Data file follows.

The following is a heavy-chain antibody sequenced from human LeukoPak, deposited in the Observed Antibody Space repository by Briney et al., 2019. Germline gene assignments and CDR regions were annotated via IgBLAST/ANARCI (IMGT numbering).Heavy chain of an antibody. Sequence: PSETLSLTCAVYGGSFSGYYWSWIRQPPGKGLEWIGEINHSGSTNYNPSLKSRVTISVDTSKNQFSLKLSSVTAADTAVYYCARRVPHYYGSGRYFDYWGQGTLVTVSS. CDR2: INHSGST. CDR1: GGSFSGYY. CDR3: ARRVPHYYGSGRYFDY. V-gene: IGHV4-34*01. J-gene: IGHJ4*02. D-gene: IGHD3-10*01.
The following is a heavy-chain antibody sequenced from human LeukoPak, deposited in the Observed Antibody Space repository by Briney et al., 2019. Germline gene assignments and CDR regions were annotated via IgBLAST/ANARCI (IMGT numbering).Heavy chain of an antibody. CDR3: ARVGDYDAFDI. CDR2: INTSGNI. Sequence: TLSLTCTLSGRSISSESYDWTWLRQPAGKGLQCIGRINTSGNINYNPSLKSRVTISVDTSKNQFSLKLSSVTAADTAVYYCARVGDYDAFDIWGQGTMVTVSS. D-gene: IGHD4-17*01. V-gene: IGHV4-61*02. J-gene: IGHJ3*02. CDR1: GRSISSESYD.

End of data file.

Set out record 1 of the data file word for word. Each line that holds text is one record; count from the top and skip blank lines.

The following is a heavy-chain antibody sequenced from human LeukoPak, deposited in the Observed Antibody Space repository by Briney et al., 2019. Germline gene assignments and CDR regions were annotated via IgBLAST/ANARCI (IMGT numbering).Heavy chain of an antibody. Sequence: PSETLSLTCAVYGGSFSGYYWSWIRQPPGKGLEWIGEINHSGSTNYNPSLKSRVTISVDTSKNQFSLKLSSVTAADTAVYYCARRVPHYYGSGRYFDYWGQGTLVTVSS. CDR2: INHSGST. CDR1: GGSFSGYY. CDR3: ARRVPHYYGSGRYFDY. V-gene: IGHV4-34*01. J-gene: IGHJ4*02. D-gene: IGHD3-10*01.